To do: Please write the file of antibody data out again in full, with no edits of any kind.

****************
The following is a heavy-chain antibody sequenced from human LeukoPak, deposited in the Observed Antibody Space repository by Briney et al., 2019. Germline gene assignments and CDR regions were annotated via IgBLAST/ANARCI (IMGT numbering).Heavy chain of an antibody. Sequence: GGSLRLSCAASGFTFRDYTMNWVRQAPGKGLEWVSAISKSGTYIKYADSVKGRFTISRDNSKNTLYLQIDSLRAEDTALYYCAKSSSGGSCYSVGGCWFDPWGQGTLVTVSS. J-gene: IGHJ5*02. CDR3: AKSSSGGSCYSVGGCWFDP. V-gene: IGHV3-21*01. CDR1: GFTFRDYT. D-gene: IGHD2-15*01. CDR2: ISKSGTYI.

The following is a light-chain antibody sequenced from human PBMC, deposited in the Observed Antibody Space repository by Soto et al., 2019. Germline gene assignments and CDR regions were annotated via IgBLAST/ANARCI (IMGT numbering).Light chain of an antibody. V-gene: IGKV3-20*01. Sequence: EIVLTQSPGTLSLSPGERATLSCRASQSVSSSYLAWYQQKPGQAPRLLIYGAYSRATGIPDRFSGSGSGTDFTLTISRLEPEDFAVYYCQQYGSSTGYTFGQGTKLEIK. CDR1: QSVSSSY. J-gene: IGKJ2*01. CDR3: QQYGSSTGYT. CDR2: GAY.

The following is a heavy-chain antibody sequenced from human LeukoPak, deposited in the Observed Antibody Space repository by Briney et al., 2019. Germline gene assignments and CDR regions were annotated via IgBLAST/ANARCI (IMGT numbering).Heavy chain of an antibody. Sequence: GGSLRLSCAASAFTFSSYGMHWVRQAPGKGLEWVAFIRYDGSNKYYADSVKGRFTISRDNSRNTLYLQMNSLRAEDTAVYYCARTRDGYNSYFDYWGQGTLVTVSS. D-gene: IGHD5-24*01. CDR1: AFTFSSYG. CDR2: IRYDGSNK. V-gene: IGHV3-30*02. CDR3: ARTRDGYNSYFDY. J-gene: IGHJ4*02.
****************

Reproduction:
The following is a heavy-chain antibody sequenced from human LeukoPak, deposited in the Observed Antibody Space repository by Briney et al., 2019. Germline gene assignments and CDR regions were annotated via IgBLAST/ANARCI (IMGT numbering).Heavy chain of an antibody. Sequence: GGSLRLSCAASGFTFRDYTMNWVRQAPGKGLEWVSAISKSGTYIKYADSVKGRFTISRDNSKNTLYLQIDSLRAEDTALYYCAKSSSGGSCYSVGGCWFDPWGQGTLVTVSS. J-gene: IGHJ5*02. CDR3: AKSSSGGSCYSVGGCWFDP. V-gene: IGHV3-21*01. CDR1: GFTFRDYT. D-gene: IGHD2-15*01. CDR2: ISKSGTYI.

The following is a light-chain antibody sequenced from human PBMC, deposited in the Observed Antibody Space repository by Soto et al., 2019. Germline gene assignments and CDR regions were annotated via IgBLAST/ANARCI (IMGT numbering).Light chain of an antibody. V-gene: IGKV3-20*01. Sequence: EIVLTQSPGTLSLSPGERATLSCRASQSVSSSYLAWYQQKPGQAPRLLIYGAYSRATGIPDRFSGSGSGTDFTLTISRLEPEDFAVYYCQQYGSSTGYTFGQGTKLEIK. CDR1: QSVSSSY. J-gene: IGKJ2*01. CDR3: QQYGSSTGYT. CDR2: GAY.

The following is a heavy-chain antibody sequenced from human LeukoPak, deposited in the Observed Antibody Space repository by Briney et al., 2019. Germline gene assignments and CDR regions were annotated via IgBLAST/ANARCI (IMGT numbering).Heavy chain of an antibody. Sequence: GGSLRLSCAASAFTFSSYGMHWVRQAPGKGLEWVAFIRYDGSNKYYADSVKGRFTISRDNSRNTLYLQMNSLRAEDTAVYYCARTRDGYNSYFDYWGQGTLVTVSS. D-gene: IGHD5-24*01. CDR1: AFTFSSYG. CDR2: IRYDGSNK. V-gene: IGHV3-30*02. CDR3: ARTRDGYNSYFDY. J-gene: IGHJ4*02.